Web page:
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ITU Hands Future 5G Mobile Broadband Tech a Target Speed of 20Gbps

Tuesday, Jun 23rd, 2015 (8:11 am) - Score 1,181

The International Telecommunication Union has put a lid on the debate over the peak performance capabilities of future 5G (IMT-2020) based Mobile Broadband technology by defining its top speed as 20Gbps (Gigabits per second), which is 20 times faster than the 4G (IMT-Advanced) rate of 1Gbps.

At this point it’s worth remembering that, in order to qualify as a true 4G service (using LTE-Advanced or WiMAX2 connectivity), mobile operators need to support peak data speeds of up to approximately 100Mbps (Megabits per second) in a high mobility multi-user environment (e.g. mobile phones) and up to 1000Mbps (1Gbps) in a low mobility one (e.g. local wireless access).

In reality most operators initially adopted first generation LTE technology, which by the ITU’s rule should be more akin to 3G than 4G, and ended up calling it 4G anyway because the marketing people have all the real power. Even today the best peak rate that you can get from EE’s 4G (LTE-Advanced) network is 403Mbps and that has yet to be deployed beyond Wembley Stadium (here).

Never the less the standard is still important because it sets a clear benchmark for all the players to target and helps to foster a more harmonised approach. Officially the ITU began this process last month after they established the first Focus Group to define a standard for 5G (here) and this month they’ve started to define the overall technology goals and roadmap.

The bad news is that those hoping for 5G to have a peak data speed of 50Gbps or even 100Gbps, which didn’t seem very feasible, will be left disappointed by the decision to go with 20Gbps. On top of that 5G networks must also be able to provide performance of 100Mbps+ (average data transmission speed) to over 1 million Internet of Things (IoT) devices within 1 square kilometre (seems rather challenging given the need for an extensive ultra-capacity fibre optic backhaul network).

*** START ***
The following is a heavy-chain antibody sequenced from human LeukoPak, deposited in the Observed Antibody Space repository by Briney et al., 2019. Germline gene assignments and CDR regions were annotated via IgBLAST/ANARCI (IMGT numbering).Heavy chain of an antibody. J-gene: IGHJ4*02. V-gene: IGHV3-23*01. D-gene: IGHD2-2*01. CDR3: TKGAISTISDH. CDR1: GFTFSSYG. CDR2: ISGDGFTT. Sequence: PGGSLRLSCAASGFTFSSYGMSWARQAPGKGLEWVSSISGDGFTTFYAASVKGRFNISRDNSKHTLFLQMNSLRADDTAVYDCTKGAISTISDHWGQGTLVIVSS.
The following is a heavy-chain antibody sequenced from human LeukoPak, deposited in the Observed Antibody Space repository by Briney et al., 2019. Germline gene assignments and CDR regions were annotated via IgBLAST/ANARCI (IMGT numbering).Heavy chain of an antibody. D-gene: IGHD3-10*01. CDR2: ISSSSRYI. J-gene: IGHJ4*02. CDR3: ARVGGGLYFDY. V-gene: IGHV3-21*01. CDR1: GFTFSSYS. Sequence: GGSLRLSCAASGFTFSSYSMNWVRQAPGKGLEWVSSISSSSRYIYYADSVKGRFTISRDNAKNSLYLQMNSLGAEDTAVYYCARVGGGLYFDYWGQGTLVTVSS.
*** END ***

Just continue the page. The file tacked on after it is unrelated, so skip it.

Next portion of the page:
Houlin Zhao, ITU Secretary-General, said:

The buzz in the industry on future steps in mobile technology – 5G – has seen a sharp increase, with attention now focused on enabling a seamlessly connected society in the 2020 timeframe and beyond that brings together people along with things, data, applications, transport systems and cities in a smart networked communications environment.

ITU will continue its partnership with the global mobile industry and governmental bodies to bring IMT-2020 to realization.”

But setting a target is the easy part, while the next stage of establishing detailed technical performance requirements for the radio systems needed to support 5G will be a lot harder. As a technology 5G must operate in both the familiar low frequency bands (e.g. 800MHz to 2.6GHz) and be able to harness the performance of higher frequency ranges (e.g. 6GHz to 100GHz) for ultrafast speeds.

The UK telecoms regulator, Ofcom, has already identified some candidate radio spectrum bands for 5G usage (here), yet getting other countries around the world to agree is always a rather more challenging prospect and often results in some fragmentation (e.g. different countries using slightly different bands).

Under the current plans the ITU will expect that any identified radio spectrum should have been released by national regulators in time for 2019 and the first commercial deployments would then be expected to follow in 2020, although we wouldn’t be surprised to see this slip into 2021/22. The current date is dependent upon everything going to plan and how often does that happen?

The ITU-R (Radio Communication) Assembly will next meet in October 2015, when it is expected to formally adopt the term IMT-2020 for 5G networks.

Mark-Jackson
By Mark Jackson
Mark is a professional technology writer, IT consultant and computer engineer from Dorset (England), he also founded ISPreview in 1999 and enjoys analysing the latest telecoms and broadband developments. Find me on X (Twitter), Mastodon, Facebook and .
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